Microsoft has obtained a High Court injunction preventing a Dublin store from selling computers with allegedly illegal pre-installed software programmes.
Duanyi Gao and Qiliang Zheng, trading as Hua Wei Computer Systems, of Capel Street, Dublin, are prohibited from selling, renting or loaning any Microsoft computer programmes, pending further proceedings.
The injunction was granted to Microsoft Corporation by Mr Justice Roderick Murphy on an ex-parte -- one side only represented -- basis.
A solicitor for Microsoft claimed software publishing and distribution industries had lost about $13bn (€9bn) in 2008 because of piracy in Western Europe.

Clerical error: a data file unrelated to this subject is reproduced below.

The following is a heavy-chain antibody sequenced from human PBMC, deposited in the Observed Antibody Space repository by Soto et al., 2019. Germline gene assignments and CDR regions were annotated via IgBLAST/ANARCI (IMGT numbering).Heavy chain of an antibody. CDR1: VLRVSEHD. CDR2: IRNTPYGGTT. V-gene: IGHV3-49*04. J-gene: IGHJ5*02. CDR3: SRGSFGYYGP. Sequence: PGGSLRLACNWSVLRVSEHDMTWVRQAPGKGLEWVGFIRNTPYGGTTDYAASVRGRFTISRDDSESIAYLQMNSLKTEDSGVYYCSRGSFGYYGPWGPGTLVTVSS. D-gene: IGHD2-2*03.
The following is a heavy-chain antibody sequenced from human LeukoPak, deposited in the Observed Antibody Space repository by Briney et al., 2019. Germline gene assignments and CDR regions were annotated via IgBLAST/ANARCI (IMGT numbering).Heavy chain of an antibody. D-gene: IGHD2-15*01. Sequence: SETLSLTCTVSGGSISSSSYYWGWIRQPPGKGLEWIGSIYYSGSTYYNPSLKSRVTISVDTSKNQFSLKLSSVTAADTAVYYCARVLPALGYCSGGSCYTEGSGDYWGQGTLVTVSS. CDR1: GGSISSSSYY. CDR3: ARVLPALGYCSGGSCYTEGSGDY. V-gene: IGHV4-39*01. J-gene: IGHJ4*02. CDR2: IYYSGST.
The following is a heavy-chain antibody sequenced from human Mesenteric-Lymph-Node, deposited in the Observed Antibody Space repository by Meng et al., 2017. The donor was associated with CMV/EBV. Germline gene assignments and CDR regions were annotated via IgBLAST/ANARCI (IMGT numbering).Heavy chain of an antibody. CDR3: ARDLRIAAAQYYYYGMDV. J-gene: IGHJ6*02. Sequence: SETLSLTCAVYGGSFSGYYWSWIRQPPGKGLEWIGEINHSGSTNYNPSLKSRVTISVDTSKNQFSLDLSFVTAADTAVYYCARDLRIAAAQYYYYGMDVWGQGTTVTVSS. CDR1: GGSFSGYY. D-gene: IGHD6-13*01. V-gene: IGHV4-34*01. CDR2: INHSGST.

Kieran O'Connor said, in an affidavit, that piracy cost the industry more than $52bn (€36bn) worldwide in 2008.
In Ireland alone, 34pc of all software in use in 2008 was estimated to be illegal and software piracy, he said.
He added that it had reached serious proportions in this country and was causing very serious concern to Microsoft, who were suffering severe financial loss.
A number of computer hardware retailers in Ireland have been selling computer systems with computer software pre loaded without the licence or authorisation of Microsoft and at little or no extra charge to the customer -- known as hard disk loading.
Those involved were, in effect, stealing Microsoft property, said Mr O'Connor.